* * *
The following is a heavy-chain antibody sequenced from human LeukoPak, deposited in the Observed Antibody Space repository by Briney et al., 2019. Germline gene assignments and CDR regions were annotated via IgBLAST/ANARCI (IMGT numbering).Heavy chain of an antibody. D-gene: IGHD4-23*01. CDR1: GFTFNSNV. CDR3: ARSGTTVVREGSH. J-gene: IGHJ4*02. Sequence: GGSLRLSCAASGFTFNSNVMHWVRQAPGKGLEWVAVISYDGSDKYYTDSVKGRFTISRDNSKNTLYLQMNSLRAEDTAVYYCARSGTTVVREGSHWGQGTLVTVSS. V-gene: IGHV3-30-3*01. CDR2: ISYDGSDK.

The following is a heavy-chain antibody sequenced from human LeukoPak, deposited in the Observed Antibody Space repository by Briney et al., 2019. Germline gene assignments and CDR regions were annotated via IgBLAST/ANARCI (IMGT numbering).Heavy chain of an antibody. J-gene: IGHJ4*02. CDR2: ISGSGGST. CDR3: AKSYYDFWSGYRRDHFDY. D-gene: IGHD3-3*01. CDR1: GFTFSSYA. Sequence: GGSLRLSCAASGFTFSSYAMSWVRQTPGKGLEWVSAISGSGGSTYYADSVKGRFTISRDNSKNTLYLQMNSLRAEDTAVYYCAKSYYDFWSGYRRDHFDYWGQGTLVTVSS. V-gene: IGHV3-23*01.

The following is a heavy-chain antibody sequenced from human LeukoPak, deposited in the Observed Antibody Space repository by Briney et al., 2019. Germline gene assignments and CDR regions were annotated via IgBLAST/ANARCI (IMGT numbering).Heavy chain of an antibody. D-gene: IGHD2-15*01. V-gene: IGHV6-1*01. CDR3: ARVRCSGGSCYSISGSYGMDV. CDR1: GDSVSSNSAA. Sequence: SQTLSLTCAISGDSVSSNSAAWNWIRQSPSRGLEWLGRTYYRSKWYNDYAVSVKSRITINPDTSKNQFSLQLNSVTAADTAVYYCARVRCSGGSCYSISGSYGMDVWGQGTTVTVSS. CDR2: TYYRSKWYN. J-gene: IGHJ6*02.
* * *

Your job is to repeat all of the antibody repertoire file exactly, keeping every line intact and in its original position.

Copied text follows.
The following is a heavy-chain antibody sequenced from human LeukoPak, deposited in the Observed Antibody Space repository by Briney et al., 2019. Germline gene assignments and CDR regions were annotated via IgBLAST/ANARCI (IMGT numbering).Heavy chain of an antibody. D-gene: IGHD4-23*01. CDR1: GFTFNSNV. CDR3: ARSGTTVVREGSH. J-gene: IGHJ4*02. Sequence: GGSLRLSCAASGFTFNSNVMHWVRQAPGKGLEWVAVISYDGSDKYYTDSVKGRFTISRDNSKNTLYLQMNSLRAEDTAVYYCARSGTTVVREGSHWGQGTLVTVSS. V-gene: IGHV3-30-3*01. CDR2: ISYDGSDK.

The following is a heavy-chain antibody sequenced from human LeukoPak, deposited in the Observed Antibody Space repository by Briney et al., 2019. Germline gene assignments and CDR regions were annotated via IgBLAST/ANARCI (IMGT numbering).Heavy chain of an antibody. J-gene: IGHJ4*02. CDR2: ISGSGGST. CDR3: AKSYYDFWSGYRRDHFDY. D-gene: IGHD3-3*01. CDR1: GFTFSSYA. Sequence: GGSLRLSCAASGFTFSSYAMSWVRQTPGKGLEWVSAISGSGGSTYYADSVKGRFTISRDNSKNTLYLQMNSLRAEDTAVYYCAKSYYDFWSGYRRDHFDYWGQGTLVTVSS. V-gene: IGHV3-23*01.

The following is a heavy-chain antibody sequenced from human LeukoPak, deposited in the Observed Antibody Space repository by Briney et al., 2019. Germline gene assignments and CDR regions were annotated via IgBLAST/ANARCI (IMGT numbering).Heavy chain of an antibody. D-gene: IGHD2-15*01. V-gene: IGHV6-1*01. CDR3: ARVRCSGGSCYSISGSYGMDV. CDR1: GDSVSSNSAA. Sequence: SQTLSLTCAISGDSVSSNSAAWNWIRQSPSRGLEWLGRTYYRSKWYNDYAVSVKSRITINPDTSKNQFSLQLNSVTAADTAVYYCARVRCSGGSCYSISGSYGMDVWGQGTTVTVSS. CDR2: TYYRSKWYN. J-gene: IGHJ6*02.